Send to

Choose Destination
Br J Dermatol. 2015 Jun;172(6):1581-1592. doi: 10.1111/bjd.13583. Epub 2015 Apr 1.

'We're all carrying a burden that we're not sharing': a qualitative study of the impact of cutaneous T-cell lymphoma on the family.

Author information

Department of Palliative Care, Policy and Rehabilitation, Cicely Saunders Institute, King's College London, Bessemer Rd, London, SE5 9PJ, U.K.
St. John's Institute of Dermatology, Guy's and St. Thomas' NHS Foundation Trust, London, U.K.



Cutaneous T-cell lymphoma (CTCL) is a rare, progressive cancer that can be life limiting and highly disfiguring. Patients with CTCL experience poor quality of life; however, there is little published about the experiences of their families.


To describe the impact of CTCL on family members and how they cope and adjust, to inform support services.


Semistructured qualitative interviews were conducted with adult informal caregivers of patients with CTCL recruited via a supraregional CTCL clinic. Interviews explored the history of each patient's illness, the impact of CTCL on the patient and the family, and views about family support. Data were analysed thematically using the Family Adjustment and Adaptation Response model as an interpretative framework.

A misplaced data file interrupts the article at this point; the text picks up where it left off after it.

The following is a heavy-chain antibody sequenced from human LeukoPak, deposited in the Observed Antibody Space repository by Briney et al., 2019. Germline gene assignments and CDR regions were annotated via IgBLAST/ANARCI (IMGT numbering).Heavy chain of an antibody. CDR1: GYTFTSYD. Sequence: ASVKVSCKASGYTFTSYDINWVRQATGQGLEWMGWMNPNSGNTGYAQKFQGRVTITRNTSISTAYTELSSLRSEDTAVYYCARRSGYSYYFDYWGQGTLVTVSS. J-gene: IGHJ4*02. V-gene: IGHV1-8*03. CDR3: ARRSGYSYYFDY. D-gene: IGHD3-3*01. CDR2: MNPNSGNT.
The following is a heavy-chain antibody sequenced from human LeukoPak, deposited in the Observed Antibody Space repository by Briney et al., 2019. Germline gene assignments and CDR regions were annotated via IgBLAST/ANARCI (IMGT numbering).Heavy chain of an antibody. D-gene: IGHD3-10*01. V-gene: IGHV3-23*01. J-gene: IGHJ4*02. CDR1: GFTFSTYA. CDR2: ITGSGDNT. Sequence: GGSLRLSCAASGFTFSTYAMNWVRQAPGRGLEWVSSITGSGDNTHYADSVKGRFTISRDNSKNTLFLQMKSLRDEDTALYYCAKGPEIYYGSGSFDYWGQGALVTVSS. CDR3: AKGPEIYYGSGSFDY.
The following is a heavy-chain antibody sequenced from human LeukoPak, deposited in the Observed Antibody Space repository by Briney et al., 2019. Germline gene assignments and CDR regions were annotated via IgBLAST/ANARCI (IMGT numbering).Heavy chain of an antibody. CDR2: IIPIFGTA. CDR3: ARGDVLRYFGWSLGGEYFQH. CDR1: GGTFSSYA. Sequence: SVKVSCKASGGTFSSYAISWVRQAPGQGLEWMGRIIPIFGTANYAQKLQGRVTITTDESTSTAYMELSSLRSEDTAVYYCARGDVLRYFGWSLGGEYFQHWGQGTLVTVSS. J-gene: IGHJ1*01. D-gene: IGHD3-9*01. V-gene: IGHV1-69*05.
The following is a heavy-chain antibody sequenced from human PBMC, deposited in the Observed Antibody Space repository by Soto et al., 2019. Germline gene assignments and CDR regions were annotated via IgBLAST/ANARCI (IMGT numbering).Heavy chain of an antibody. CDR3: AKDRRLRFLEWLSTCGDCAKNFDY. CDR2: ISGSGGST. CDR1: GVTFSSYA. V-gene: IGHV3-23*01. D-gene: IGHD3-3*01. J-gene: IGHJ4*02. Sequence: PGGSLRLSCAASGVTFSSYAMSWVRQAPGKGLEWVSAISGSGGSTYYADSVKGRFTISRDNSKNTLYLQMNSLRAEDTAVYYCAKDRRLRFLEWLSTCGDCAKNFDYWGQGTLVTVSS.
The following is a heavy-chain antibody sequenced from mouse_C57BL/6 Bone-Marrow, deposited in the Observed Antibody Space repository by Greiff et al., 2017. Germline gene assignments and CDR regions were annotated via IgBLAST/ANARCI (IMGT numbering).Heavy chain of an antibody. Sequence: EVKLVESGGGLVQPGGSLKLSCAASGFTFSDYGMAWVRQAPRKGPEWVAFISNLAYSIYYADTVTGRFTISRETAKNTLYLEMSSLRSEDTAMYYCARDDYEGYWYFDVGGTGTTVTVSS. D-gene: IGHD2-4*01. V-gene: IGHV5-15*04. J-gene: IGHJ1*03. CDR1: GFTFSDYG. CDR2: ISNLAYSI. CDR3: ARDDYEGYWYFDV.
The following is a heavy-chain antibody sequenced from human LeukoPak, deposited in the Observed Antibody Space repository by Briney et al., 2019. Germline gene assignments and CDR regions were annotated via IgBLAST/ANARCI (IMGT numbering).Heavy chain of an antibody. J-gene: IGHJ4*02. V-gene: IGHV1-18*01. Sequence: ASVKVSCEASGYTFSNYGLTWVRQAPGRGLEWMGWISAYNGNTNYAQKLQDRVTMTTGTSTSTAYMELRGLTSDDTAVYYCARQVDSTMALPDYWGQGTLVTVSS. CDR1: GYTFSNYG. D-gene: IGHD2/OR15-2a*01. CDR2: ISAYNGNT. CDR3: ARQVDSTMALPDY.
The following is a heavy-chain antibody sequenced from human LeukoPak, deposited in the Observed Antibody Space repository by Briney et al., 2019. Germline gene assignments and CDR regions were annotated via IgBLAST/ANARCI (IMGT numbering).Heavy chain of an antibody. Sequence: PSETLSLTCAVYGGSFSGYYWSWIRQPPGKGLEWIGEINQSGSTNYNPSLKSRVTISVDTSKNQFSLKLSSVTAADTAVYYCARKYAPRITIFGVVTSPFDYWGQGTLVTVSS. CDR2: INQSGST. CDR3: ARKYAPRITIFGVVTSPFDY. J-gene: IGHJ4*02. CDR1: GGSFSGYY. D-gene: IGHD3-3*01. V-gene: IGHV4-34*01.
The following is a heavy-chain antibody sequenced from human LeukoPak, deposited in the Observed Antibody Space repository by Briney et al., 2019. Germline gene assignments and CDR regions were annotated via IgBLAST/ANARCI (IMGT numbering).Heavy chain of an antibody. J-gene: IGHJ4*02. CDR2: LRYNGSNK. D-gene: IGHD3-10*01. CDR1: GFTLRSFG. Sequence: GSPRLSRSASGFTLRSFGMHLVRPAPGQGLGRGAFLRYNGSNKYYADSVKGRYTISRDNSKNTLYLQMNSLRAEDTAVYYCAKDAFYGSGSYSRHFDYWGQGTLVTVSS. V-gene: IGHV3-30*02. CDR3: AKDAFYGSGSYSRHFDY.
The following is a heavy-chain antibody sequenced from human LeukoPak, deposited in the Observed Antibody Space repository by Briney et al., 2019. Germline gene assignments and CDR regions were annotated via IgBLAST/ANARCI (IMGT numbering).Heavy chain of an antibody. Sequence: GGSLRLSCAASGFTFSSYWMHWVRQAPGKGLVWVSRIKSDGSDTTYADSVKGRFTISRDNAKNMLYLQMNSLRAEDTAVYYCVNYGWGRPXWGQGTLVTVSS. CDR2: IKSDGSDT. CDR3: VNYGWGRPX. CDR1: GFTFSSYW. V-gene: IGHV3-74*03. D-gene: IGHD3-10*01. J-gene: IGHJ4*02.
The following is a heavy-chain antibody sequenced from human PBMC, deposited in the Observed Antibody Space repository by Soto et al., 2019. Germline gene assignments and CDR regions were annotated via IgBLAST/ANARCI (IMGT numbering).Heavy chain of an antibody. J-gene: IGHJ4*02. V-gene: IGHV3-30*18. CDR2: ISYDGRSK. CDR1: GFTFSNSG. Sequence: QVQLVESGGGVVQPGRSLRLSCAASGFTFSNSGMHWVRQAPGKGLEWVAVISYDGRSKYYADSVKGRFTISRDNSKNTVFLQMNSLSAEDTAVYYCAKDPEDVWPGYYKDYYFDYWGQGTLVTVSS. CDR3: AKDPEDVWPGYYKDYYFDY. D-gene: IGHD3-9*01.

Fourteen caregivers were interviewed (11 spouses, one friend, two daughters; 10 women, four men; all white British; aged 39-85 years). Three key themes emerged: (i) demands of CTCL (the disease, caregiving, financial impact, physical and emotional intimacy); (ii) family capabilities (family support, information, healthcare provider support, other coping strategies); and (iii) adjustment and adaptation (acceptance, changes in patient-caregiver relationship and family dynamics). CTCL was central in many aspects of caregivers' lives, particularly relationships, communication and intimacy.


Our findings demonstrate the multiple demands that CTCL places on caregivers, the capabilities and resources they draw upon to cope, and the significant impact of CTCL on the family. To support families and patients, easily accessible services are needed that include the family in the unit of care, provide support and information, and understand the process of family adjustment and adaptation.

[Indexed for MEDLINE]

Supplemental Content

Full text links

Icon for Wiley
Loading ...
Support Center